legislators, interview them, seek additional information on the business of the day in the two Houses, the Assembly and the Council. On countless occasions, I went there to meet other dignitaries for interviews. Notable among them were Ustad Bismillah Khan, dancer Birju Maharaj,
cricketer Sunil Gavaskar, scientist Dr. Raja Ramanna, overseas visitors like the British Hockey team, like the Lankan Cricket team’s legendary first captain Anura Tenekoon ...! The list can be endless. I have some good memories of many a ceremony I attended for reporting on the grounds in the quadrangle in the middle of buildings. A memorable ceremony was when Barrister Sheshrao ‘Nanasaheb’ Wankhede was felicitated on completing sixty years of life. Yeshwantrao Chavan, the first Chief Minister of Maharashtra, came as chief guest. The quality of speeches was superlative, and not like that of the ones now available.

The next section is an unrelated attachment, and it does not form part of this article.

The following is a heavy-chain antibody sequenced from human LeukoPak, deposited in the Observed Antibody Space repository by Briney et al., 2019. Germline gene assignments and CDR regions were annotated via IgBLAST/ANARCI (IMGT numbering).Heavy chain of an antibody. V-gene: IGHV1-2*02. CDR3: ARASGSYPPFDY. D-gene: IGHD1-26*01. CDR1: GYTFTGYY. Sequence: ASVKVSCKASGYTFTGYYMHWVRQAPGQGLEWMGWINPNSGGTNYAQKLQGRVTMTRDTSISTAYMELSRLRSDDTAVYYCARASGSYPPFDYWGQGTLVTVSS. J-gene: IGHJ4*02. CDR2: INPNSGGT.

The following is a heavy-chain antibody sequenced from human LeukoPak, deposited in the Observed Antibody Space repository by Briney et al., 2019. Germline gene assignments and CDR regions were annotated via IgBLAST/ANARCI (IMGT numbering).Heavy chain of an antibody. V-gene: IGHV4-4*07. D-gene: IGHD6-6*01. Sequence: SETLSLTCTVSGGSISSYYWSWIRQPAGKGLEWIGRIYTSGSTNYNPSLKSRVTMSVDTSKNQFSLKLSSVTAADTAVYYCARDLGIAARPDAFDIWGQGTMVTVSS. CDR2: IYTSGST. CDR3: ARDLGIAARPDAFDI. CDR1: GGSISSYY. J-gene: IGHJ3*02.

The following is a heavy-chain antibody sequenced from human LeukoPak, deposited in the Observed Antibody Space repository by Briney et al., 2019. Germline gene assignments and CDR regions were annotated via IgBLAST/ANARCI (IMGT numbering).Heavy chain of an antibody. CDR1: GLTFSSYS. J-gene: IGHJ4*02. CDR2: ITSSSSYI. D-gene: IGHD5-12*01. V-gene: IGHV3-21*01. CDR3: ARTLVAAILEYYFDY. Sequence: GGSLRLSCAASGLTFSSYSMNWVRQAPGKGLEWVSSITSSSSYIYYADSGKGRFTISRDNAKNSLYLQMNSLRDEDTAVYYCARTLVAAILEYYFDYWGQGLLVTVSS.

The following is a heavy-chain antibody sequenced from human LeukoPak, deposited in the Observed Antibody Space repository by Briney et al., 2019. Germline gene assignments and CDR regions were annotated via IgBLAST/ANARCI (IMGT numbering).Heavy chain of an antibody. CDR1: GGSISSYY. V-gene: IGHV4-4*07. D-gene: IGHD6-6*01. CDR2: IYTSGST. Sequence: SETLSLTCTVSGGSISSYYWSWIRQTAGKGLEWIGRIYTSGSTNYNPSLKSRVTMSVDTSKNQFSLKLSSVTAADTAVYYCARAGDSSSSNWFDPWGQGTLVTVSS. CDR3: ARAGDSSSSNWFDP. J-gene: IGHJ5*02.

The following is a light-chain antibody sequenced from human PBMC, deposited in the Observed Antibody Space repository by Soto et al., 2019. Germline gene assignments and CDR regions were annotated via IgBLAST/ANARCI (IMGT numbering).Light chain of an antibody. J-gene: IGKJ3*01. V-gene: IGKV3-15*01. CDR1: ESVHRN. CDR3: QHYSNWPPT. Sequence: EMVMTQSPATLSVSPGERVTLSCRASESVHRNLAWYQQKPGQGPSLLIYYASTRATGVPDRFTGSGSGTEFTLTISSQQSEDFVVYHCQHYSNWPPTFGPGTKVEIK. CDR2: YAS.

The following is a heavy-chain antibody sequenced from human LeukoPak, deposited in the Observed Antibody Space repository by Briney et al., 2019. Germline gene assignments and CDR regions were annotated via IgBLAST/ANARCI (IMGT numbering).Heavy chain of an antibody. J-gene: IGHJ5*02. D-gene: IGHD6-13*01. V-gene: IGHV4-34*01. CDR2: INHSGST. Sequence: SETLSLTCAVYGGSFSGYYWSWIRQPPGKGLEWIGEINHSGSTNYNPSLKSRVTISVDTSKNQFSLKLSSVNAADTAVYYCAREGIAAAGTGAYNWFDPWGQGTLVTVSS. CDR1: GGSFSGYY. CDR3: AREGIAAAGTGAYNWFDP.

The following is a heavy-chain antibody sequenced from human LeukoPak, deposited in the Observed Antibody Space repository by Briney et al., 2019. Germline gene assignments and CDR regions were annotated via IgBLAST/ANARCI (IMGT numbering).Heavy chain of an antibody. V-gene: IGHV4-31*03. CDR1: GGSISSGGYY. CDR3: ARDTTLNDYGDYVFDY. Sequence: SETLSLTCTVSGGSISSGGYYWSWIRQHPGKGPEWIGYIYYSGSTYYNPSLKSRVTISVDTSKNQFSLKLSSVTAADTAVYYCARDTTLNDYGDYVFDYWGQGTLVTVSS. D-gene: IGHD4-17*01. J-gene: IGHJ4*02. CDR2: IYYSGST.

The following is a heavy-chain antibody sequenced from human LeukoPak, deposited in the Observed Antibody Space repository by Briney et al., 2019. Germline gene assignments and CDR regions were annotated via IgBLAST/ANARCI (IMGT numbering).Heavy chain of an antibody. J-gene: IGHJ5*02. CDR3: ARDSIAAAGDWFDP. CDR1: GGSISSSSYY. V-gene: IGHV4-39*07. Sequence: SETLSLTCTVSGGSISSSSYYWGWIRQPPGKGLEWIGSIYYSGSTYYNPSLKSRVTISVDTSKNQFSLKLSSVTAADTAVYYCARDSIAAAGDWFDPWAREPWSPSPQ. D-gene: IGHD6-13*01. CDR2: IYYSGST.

But there is a bad memory, too, associated with the Aamdaar Niwas. It was in September of 1984 when the National Students’ Union of India (NSUI) held its national convention at the Nagpur University Playgrounds and the delegates occupied the Aamdaar Niwas rooms. For whatever reason, the delegates got angry, indulged in rioting, broke the pandals at the convention site, and took away with them everything on which they could lay their hands from the Aamdaar Niwas. They did not spare even the mosquito nets and their steel bars.


Subsequently, a lot of explaining had to be done by both, Mrs. Indira Gandhi, and her son Mr. Rajiv Gandhi. Most unfortunately, Mrs. Gandhi got assassinated in a few short weeks thereafter.
Let alone all those events small and big, the Aamdaar Niwas has held a place of importance in Nagpur’s public life for decades. Located opposite the Dr. Vasantrao Deshpande Hall in Civil Lines, the Aamdaar Niwas is one place that no one can miss. Without its mention, the history of the city’s public life cannot be written.


For a journalist like me, the place has occupied a huge
professional corner, and a small personal corner. For, it is in this place that I have made some of the most enduring human connects.